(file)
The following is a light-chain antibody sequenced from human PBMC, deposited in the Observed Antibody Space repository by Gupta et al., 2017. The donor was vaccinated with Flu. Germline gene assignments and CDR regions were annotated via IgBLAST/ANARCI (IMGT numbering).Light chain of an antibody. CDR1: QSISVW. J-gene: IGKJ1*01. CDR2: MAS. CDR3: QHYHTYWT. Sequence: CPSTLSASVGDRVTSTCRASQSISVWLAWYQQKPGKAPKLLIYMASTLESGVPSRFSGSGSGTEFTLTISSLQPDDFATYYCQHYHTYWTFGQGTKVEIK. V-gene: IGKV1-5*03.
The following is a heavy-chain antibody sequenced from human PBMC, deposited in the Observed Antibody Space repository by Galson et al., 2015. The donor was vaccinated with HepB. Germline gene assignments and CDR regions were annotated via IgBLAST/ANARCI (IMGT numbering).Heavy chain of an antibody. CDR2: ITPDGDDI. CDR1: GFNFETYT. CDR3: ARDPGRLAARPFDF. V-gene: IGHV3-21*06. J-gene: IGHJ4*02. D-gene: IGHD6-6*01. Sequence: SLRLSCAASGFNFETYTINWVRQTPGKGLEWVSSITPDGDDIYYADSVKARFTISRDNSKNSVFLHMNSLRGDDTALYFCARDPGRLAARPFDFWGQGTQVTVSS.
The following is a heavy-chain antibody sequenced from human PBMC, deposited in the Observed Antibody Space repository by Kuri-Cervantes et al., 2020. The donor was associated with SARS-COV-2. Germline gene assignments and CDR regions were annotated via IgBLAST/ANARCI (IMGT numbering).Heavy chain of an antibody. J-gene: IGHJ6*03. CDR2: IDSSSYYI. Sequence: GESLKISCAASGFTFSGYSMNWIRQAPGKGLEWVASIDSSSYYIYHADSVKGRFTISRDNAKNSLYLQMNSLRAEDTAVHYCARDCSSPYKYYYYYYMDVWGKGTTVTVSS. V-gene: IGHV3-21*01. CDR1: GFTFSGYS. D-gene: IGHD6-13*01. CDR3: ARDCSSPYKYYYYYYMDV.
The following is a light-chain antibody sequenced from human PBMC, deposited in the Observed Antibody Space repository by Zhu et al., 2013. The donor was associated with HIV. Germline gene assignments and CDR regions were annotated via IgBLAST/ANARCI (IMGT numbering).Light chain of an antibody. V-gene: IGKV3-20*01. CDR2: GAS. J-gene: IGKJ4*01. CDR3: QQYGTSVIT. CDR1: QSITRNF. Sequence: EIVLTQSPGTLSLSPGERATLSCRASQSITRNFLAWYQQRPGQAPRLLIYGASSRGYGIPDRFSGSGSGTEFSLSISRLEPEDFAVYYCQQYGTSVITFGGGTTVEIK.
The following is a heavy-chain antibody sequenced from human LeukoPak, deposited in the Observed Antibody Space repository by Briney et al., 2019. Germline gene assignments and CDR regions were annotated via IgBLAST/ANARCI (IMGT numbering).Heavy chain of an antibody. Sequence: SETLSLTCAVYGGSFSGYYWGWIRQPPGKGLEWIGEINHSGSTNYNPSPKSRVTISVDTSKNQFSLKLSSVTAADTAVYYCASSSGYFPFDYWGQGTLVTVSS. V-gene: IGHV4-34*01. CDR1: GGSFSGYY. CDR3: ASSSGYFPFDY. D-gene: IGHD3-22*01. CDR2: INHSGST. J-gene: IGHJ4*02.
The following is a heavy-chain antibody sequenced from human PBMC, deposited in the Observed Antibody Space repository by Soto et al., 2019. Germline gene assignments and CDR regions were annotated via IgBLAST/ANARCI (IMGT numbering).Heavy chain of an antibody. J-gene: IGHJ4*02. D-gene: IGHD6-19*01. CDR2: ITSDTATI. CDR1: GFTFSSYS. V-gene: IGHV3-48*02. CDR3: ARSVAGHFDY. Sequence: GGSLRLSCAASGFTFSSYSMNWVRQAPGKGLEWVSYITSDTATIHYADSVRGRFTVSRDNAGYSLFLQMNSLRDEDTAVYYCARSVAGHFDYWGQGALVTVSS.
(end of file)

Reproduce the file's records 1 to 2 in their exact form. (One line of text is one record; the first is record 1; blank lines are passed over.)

The following is a light-chain antibody sequenced from human PBMC, deposited in the Observed Antibody Space repository by Gupta et al., 2017. The donor was vaccinated with Flu. Germline gene assignments and CDR regions were annotated via IgBLAST/ANARCI (IMGT numbering).Light chain of an antibody. CDR1: QSISVW. J-gene: IGKJ1*01. CDR2: MAS. CDR3: QHYHTYWT. Sequence: CPSTLSASVGDRVTSTCRASQSISVWLAWYQQKPGKAPKLLIYMASTLESGVPSRFSGSGSGTEFTLTISSLQPDDFATYYCQHYHTYWTFGQGTKVEIK. V-gene: IGKV1-5*03.
The following is a heavy-chain antibody sequenced from human PBMC, deposited in the Observed Antibody Space repository by Galson et al., 2015. The donor was vaccinated with HepB. Germline gene assignments and CDR regions were annotated via IgBLAST/ANARCI (IMGT numbering).Heavy chain of an antibody. CDR2: ITPDGDDI. CDR1: GFNFETYT. CDR3: ARDPGRLAARPFDF. V-gene: IGHV3-21*06. J-gene: IGHJ4*02. D-gene: IGHD6-6*01. Sequence: SLRLSCAASGFNFETYTINWVRQTPGKGLEWVSSITPDGDDIYYADSVKARFTISRDNSKNSVFLHMNSLRGDDTALYFCARDPGRLAARPFDFWGQGTQVTVSS.